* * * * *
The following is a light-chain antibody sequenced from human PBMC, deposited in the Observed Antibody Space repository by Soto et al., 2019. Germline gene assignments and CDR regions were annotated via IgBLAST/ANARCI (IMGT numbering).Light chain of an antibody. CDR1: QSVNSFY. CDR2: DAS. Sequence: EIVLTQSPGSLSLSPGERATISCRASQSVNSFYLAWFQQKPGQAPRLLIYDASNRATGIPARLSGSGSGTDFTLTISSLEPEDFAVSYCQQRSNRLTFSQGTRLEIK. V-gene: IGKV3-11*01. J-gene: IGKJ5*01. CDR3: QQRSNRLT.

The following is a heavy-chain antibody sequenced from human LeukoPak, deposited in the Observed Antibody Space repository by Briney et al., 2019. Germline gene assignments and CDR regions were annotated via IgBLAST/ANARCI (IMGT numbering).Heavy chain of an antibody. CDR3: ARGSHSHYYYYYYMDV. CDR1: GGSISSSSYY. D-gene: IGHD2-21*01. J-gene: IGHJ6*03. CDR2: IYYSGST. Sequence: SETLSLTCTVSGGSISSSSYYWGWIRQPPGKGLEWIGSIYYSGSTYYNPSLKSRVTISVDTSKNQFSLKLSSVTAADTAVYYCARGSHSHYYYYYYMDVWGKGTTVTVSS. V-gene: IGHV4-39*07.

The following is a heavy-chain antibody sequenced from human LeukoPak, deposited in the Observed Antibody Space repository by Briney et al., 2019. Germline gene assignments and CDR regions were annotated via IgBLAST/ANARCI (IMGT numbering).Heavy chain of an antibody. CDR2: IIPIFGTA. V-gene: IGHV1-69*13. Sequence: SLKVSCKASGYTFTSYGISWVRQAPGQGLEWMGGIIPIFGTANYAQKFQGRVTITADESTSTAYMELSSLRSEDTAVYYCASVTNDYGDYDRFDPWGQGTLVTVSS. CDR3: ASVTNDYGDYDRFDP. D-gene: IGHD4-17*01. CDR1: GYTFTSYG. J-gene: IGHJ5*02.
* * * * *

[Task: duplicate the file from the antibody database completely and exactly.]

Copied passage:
The following is a light-chain antibody sequenced from human PBMC, deposited in the Observed Antibody Space repository by Soto et al., 2019. Germline gene assignments and CDR regions were annotated via IgBLAST/ANARCI (IMGT numbering).Light chain of an antibody. CDR1: QSVNSFY. CDR2: DAS. Sequence: EIVLTQSPGSLSLSPGERATISCRASQSVNSFYLAWFQQKPGQAPRLLIYDASNRATGIPARLSGSGSGTDFTLTISSLEPEDFAVSYCQQRSNRLTFSQGTRLEIK. V-gene: IGKV3-11*01. J-gene: IGKJ5*01. CDR3: QQRSNRLT.

The following is a heavy-chain antibody sequenced from human LeukoPak, deposited in the Observed Antibody Space repository by Briney et al., 2019. Germline gene assignments and CDR regions were annotated via IgBLAST/ANARCI (IMGT numbering).Heavy chain of an antibody. CDR3: ARGSHSHYYYYYYMDV. CDR1: GGSISSSSYY. D-gene: IGHD2-21*01. J-gene: IGHJ6*03. CDR2: IYYSGST. Sequence: SETLSLTCTVSGGSISSSSYYWGWIRQPPGKGLEWIGSIYYSGSTYYNPSLKSRVTISVDTSKNQFSLKLSSVTAADTAVYYCARGSHSHYYYYYYMDVWGKGTTVTVSS. V-gene: IGHV4-39*07.

The following is a heavy-chain antibody sequenced from human LeukoPak, deposited in the Observed Antibody Space repository by Briney et al., 2019. Germline gene assignments and CDR regions were annotated via IgBLAST/ANARCI (IMGT numbering).Heavy chain of an antibody. CDR2: IIPIFGTA. V-gene: IGHV1-69*13. Sequence: SLKVSCKASGYTFTSYGISWVRQAPGQGLEWMGGIIPIFGTANYAQKFQGRVTITADESTSTAYMELSSLRSEDTAVYYCASVTNDYGDYDRFDPWGQGTLVTVSS. CDR3: ASVTNDYGDYDRFDP. D-gene: IGHD4-17*01. CDR1: GYTFTSYG. J-gene: IGHJ5*02.